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Volunteers work to fill empty pet bowls in Niagara County

NIAGARA FALLS – When you barely have enough food in the cupboard to feed yourself, an empty pet food bowl can seem overwhelming.

But a number of people in Niagara County have found ways to help.

A Lewiston mother and daughter started a pet food pantry in conjunction with Community Missions in Niagara Falls a little more than a year ago, traveling around Niagara and Erie counties to pick up dog and cat food donations to distribute at the Missions’ site at 1570 Buffalo Ave.

A Wheatfield woman on a fixed income also has been collecting pet food donations to redistribute to the needy on her own for the past four years.

And a Niagara Falls couple not only regularly donates to these two specific causes, but has taken on the task of capturing feral cats, having them spayed/neutered and vaccinated, and returning them to their surroundings in the city’s South End. They currently maintain three healthy colonies of about 30 cats, making sure they have fresh water, food and shelter each day.

And these are just a few examples of how area animal lovers have put their passion into action.

Kelli Barraclough credits her daughter, Angela, now a 17-year-old junior at Lewiston-Porter High School, with coming up with the idea of the pet food pantry.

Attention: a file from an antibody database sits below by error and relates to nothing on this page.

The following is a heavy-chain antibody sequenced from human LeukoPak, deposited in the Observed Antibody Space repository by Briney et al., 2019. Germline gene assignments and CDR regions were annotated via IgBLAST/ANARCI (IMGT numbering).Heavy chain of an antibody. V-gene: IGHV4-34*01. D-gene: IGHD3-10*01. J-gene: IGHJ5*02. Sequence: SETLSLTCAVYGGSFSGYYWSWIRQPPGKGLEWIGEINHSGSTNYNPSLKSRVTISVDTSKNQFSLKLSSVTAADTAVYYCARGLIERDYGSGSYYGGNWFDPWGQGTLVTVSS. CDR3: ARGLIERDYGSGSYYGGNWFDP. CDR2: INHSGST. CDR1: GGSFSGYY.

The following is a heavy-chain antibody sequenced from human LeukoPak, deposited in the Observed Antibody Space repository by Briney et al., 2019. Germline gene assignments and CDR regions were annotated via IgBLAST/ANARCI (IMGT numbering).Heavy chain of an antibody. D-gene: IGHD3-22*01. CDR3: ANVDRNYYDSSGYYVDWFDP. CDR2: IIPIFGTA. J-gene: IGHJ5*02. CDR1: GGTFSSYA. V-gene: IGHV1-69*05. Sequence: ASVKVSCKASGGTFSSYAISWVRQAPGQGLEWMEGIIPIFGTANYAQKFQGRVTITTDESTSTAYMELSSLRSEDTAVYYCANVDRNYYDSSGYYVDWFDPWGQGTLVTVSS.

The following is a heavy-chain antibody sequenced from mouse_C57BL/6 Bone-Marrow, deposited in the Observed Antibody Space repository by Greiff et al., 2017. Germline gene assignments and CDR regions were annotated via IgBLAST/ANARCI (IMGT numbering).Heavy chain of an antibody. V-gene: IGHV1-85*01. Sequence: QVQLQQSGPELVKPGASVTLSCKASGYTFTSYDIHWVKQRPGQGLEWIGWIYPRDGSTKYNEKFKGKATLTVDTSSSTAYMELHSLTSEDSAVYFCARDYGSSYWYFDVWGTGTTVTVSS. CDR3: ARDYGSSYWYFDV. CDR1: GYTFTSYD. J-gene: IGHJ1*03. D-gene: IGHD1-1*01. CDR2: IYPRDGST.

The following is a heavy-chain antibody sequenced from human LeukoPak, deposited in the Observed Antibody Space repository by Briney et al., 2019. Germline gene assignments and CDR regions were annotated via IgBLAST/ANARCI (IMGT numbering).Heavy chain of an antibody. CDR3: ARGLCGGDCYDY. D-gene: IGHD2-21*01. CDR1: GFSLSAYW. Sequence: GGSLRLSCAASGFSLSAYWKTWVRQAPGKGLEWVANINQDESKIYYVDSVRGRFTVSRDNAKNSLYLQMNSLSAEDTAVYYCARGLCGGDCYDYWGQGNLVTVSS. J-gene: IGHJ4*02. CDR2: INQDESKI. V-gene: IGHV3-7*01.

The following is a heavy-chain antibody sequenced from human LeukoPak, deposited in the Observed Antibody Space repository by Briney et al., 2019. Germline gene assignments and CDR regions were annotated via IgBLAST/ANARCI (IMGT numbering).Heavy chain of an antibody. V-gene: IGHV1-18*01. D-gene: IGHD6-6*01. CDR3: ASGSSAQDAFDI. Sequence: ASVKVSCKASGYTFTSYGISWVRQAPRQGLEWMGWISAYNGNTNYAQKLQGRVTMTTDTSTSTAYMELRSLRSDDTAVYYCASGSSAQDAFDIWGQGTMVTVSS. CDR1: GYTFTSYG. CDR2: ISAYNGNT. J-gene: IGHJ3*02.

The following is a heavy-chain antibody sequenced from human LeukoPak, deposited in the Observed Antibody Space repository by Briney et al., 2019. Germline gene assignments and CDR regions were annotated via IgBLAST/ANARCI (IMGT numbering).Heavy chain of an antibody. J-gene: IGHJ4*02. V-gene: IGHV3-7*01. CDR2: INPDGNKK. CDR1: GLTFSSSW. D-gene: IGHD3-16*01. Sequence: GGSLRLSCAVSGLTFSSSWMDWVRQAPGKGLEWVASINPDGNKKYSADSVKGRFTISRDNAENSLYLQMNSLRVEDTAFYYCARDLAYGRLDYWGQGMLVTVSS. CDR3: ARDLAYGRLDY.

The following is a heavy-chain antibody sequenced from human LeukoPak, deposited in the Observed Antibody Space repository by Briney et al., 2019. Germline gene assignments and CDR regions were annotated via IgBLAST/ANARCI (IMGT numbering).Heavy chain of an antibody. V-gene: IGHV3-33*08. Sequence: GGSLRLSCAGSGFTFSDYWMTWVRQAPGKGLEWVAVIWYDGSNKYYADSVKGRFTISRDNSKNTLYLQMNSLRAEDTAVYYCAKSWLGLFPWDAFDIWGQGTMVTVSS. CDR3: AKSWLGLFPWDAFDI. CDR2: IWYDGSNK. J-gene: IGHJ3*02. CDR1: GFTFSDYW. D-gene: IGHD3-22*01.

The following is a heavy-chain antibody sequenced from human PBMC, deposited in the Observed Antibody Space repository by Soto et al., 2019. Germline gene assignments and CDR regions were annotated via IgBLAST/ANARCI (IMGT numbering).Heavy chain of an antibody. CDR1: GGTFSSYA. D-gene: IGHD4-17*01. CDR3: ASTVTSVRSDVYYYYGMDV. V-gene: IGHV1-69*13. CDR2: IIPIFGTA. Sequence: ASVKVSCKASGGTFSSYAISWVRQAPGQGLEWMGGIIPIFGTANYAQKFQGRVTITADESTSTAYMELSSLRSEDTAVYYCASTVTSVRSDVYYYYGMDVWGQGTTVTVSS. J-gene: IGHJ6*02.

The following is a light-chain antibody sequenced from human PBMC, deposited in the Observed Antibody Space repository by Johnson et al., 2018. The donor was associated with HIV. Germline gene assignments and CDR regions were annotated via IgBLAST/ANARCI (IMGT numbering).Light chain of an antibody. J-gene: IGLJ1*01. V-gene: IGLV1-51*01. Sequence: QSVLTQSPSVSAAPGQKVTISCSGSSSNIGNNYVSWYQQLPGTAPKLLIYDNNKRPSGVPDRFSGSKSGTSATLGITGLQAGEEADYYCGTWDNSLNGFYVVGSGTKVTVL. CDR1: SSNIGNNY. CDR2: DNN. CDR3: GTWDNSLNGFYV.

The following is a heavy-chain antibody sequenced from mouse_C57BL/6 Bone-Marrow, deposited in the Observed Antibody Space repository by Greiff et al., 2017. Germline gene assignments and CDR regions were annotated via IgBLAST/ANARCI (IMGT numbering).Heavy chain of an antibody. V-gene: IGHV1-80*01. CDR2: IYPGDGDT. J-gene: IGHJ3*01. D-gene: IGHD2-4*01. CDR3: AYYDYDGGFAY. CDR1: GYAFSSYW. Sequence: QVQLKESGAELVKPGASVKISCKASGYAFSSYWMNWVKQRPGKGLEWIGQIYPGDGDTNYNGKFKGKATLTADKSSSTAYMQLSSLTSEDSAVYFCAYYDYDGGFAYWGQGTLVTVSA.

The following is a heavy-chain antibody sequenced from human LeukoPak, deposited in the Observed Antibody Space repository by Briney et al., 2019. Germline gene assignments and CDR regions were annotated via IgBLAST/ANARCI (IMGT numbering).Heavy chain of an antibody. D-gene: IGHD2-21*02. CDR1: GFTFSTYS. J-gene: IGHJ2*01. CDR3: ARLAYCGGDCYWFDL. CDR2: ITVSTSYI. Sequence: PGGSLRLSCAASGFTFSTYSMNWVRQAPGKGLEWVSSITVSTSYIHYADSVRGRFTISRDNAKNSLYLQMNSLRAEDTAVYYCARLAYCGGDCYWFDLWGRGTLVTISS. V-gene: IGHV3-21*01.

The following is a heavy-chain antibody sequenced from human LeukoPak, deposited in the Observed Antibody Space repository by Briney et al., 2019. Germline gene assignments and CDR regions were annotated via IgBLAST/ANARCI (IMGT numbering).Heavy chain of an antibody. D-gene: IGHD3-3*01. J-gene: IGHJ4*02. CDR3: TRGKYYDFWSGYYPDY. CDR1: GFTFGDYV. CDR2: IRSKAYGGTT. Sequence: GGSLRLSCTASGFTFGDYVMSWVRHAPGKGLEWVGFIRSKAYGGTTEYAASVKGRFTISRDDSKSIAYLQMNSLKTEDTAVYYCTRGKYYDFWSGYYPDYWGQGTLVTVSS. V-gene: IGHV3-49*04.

“Angela has a heart of gold – it’s just the way she is,” Barraclough said.

Angela recalled one patron, in particular, whose story touched her.

“There is one man who has small dogs and a couple of cats and he was working, but had an injury,” she said. “He’s just a very, very sweet guy and it’s nice to help him in any way we can.”

Barraclough mentioned how the extra food provided through the pet food pantry may even determine whether someone is able to keep a pet.

“This pantry might help a situation where someone may put their animals on the street if they can’t afford them anymore,” Barraclough said. “And for a lot of them (Community Missions patrons), a pet is all they have.

“One woman who came to us for pet food said, ‘My dog doesn’t judge me,’ ” she added. “I said, ‘I understand exactly what you mean. Pets give unconditional love. They don’t care how much money you have or where you live. They love you just the same.’ ”

Barraclough, who owns two dogs and four cats herself, said, “We know pet care can be very expensive. A lot of these people are on public assistance and you can’t use food stamps to buy pet food. Some are street people and some live in abandoned houses. We wanted to help them so that they could keep their animals.”

Barraclough, her son, Riley, 18, and Angela take the large bags of donated food and break them down into smaller plastic bags for distribution.

Barraclough, who works full time for Siedlecki Cataract and Vision Care, said many business associates have run pet food drives out of their offices for her cause.

“One of my biggest donors,” she said, “is Marge Trifilo, who works at Hairworks (671 Delaware Road, Tonawanda), and has a box by her desk. It amazes me, what she collects.”